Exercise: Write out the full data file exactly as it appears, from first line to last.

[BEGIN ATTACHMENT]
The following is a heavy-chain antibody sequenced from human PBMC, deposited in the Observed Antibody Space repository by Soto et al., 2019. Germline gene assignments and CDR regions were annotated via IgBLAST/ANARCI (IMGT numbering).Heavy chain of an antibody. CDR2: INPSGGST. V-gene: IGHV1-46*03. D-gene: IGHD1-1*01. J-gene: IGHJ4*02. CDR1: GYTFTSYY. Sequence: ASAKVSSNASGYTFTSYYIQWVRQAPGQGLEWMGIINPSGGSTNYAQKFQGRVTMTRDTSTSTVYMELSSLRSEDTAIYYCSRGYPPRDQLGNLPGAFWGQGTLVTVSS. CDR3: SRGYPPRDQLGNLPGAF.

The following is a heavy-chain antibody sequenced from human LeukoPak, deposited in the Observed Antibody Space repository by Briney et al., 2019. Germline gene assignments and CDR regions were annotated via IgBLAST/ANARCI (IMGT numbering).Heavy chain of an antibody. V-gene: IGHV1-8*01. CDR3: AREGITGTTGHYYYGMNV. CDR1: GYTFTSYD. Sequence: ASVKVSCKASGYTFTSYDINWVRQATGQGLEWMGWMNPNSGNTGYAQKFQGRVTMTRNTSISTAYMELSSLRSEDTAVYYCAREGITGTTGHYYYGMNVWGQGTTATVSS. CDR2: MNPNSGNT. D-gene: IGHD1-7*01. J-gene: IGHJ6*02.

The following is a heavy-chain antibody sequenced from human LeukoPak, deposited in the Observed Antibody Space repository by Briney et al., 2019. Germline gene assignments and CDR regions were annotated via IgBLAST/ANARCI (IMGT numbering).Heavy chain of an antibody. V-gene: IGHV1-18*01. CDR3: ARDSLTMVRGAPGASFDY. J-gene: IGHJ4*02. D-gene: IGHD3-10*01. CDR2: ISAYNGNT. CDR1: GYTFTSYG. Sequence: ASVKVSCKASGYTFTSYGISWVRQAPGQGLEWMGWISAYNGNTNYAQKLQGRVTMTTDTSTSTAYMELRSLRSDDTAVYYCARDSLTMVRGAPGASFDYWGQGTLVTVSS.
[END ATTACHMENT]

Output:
The following is a heavy-chain antibody sequenced from human PBMC, deposited in the Observed Antibody Space repository by Soto et al., 2019. Germline gene assignments and CDR regions were annotated via IgBLAST/ANARCI (IMGT numbering).Heavy chain of an antibody. CDR2: INPSGGST. V-gene: IGHV1-46*03. D-gene: IGHD1-1*01. J-gene: IGHJ4*02. CDR1: GYTFTSYY. Sequence: ASAKVSSNASGYTFTSYYIQWVRQAPGQGLEWMGIINPSGGSTNYAQKFQGRVTMTRDTSTSTVYMELSSLRSEDTAIYYCSRGYPPRDQLGNLPGAFWGQGTLVTVSS. CDR3: SRGYPPRDQLGNLPGAF.

The following is a heavy-chain antibody sequenced from human LeukoPak, deposited in the Observed Antibody Space repository by Briney et al., 2019. Germline gene assignments and CDR regions were annotated via IgBLAST/ANARCI (IMGT numbering).Heavy chain of an antibody. V-gene: IGHV1-8*01. CDR3: AREGITGTTGHYYYGMNV. CDR1: GYTFTSYD. Sequence: ASVKVSCKASGYTFTSYDINWVRQATGQGLEWMGWMNPNSGNTGYAQKFQGRVTMTRNTSISTAYMELSSLRSEDTAVYYCAREGITGTTGHYYYGMNVWGQGTTATVSS. CDR2: MNPNSGNT. D-gene: IGHD1-7*01. J-gene: IGHJ6*02.

The following is a heavy-chain antibody sequenced from human LeukoPak, deposited in the Observed Antibody Space repository by Briney et al., 2019. Germline gene assignments and CDR regions were annotated via IgBLAST/ANARCI (IMGT numbering).Heavy chain of an antibody. V-gene: IGHV1-18*01. CDR3: ARDSLTMVRGAPGASFDY. J-gene: IGHJ4*02. D-gene: IGHD3-10*01. CDR2: ISAYNGNT. CDR1: GYTFTSYG. Sequence: ASVKVSCKASGYTFTSYGISWVRQAPGQGLEWMGWISAYNGNTNYAQKLQGRVTMTTDTSTSTAYMELRSLRSDDTAVYYCARDSLTMVRGAPGASFDYWGQGTLVTVSS.